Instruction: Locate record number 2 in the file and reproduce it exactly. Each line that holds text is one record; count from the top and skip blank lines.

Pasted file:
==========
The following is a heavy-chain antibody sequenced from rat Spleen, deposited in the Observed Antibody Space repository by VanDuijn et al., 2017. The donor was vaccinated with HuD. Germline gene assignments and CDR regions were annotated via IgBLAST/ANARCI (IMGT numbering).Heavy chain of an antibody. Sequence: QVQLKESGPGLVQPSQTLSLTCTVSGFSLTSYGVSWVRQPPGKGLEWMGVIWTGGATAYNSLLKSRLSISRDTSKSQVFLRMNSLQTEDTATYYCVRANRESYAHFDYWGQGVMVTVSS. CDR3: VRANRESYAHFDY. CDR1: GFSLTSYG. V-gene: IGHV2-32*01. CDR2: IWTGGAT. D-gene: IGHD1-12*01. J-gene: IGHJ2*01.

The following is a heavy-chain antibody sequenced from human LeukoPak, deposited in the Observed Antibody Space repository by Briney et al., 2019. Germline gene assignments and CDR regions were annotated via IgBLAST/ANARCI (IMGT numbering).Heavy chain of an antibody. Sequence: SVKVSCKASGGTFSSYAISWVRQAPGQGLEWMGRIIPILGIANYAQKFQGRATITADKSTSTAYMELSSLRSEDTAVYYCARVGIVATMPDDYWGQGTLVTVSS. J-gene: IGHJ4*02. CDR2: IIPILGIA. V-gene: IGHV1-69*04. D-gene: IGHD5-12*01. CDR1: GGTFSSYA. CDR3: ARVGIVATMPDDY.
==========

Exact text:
The following is a heavy-chain antibody sequenced from human LeukoPak, deposited in the Observed Antibody Space repository by Briney et al., 2019. Germline gene assignments and CDR regions were annotated via IgBLAST/ANARCI (IMGT numbering).Heavy chain of an antibody. Sequence: SVKVSCKASGGTFSSYAISWVRQAPGQGLEWMGRIIPILGIANYAQKFQGRATITADKSTSTAYMELSSLRSEDTAVYYCARVGIVATMPDDYWGQGTLVTVSS. J-gene: IGHJ4*02. CDR2: IIPILGIA. V-gene: IGHV1-69*04. D-gene: IGHD5-12*01. CDR1: GGTFSSYA. CDR3: ARVGIVATMPDDY.